After months of uncertainty and speculation, Joe Biden officially became the Democratic Party’s nominee for President last night.
The Democratic Party did its best to make the final night absolutely unwatchable, with awkward and childish jokes from Julia Louis-Dreyfus, a Zoom call between former presidential candidates that Biden beat, lackluster speeches from other politicians – folks like Tammy Baldwin, who have all the charisma of an unseasoned turkey burger – but in the end it was Biden’s speech that people will remember.
And even then, they won’t remember much.
While some of the things Biden said came across very well – the emotional lines about losing loved ones, and the sincere affection he has for his wife, Jill – the parts about policy and Trump came off as robotic and cold, and because these were layered without any real transition between them, at times the difference in his presentation was jarring.
The speech wasn’t bad, mind you, but it was at times very boring. Joe Biden is at his absolute best when he is connecting with his audience emotionally. He is great at connecting, using his life experiences and his friendly demeanor to reach people and convince them to stay a while and listen. Where he loses his audience is when he talks shop, giving a laundry list of policy items right in the middle of the speech with almost no emotion at all.
That is what makes Biden’s candidacy so risky, though. He is, at best, glitchy when it comes to getting passionate about the policies his administration will be pushing. At one point, he seemed angry when talking about the state of the country, but the anger didn’t feel that real, as though someone tried to hit the “angry” button and it jammed a bit before actually engaging.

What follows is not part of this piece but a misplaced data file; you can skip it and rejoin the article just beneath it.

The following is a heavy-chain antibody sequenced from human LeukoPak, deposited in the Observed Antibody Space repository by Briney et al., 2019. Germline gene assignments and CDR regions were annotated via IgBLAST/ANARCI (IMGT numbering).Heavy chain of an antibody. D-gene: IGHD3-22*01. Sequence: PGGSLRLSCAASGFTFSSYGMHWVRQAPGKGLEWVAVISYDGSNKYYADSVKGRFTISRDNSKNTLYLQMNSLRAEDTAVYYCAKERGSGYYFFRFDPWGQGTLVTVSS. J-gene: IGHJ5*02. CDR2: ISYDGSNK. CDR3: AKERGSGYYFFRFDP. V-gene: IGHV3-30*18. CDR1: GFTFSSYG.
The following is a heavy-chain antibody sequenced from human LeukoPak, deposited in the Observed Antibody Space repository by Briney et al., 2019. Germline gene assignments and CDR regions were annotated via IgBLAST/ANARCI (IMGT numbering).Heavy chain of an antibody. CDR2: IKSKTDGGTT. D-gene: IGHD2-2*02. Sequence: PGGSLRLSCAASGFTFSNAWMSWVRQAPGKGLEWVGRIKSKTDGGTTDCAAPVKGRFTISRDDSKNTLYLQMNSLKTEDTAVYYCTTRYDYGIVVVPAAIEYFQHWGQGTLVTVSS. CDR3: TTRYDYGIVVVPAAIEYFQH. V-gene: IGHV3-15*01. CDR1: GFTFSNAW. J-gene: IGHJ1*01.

Compare that to Trump. The current President comes across as passionate about the issues his base cares about, to the point of almost going overboard with it. It’s almost the opposite with Biden, who has to try real hard to seem passionate about those issues, and then it sputters a bit before he returns to the things he’s good at. Trump has a deep love for his party’s base, and is willing to go to bat for them – for better or worse – and he is capable of making them feel like he cares about their issues.
If Biden could run his campaign entirely on the blue-collar vote and military families, I have zero doubt he could persuade a lot of people to vote for him. But the Democratic base is simply not interested in that. So, he has to talk about things like corporate taxes and climate change, and issues like that don’t come naturally to him. There are not many people in the political world who dislike him as a person. He is an old-school guy. He wants to talk to you, get to know you, and try to win you over with friendship. That’s why so many people have liked him for decades.
The amount of anger that a large portion of the Democratic base seems to have these days is simply something he can’t seem to wrap his head around. He is forced, then, to try and act like he is as passionate about some of those things as they are, but it doesn’t come across as genuine.
That’s where the teleprompter was his saving grace, though. Despite how awkwardly he got through those pieces of the speech, the teleprompter kept him moving along so he didn’t get hung up on it. How he’ll handle those things in future debates will be interesting, at best.
If the Left had a version of the old Breitbart “happy warrior” mentality, it would be guys like Biden. That would be, I think, his best path to victory. He would have been a great nominee for a Democratic Party that existed before 2008. But now? I am not sure that the Biden of today really represents the Democratic Party of today.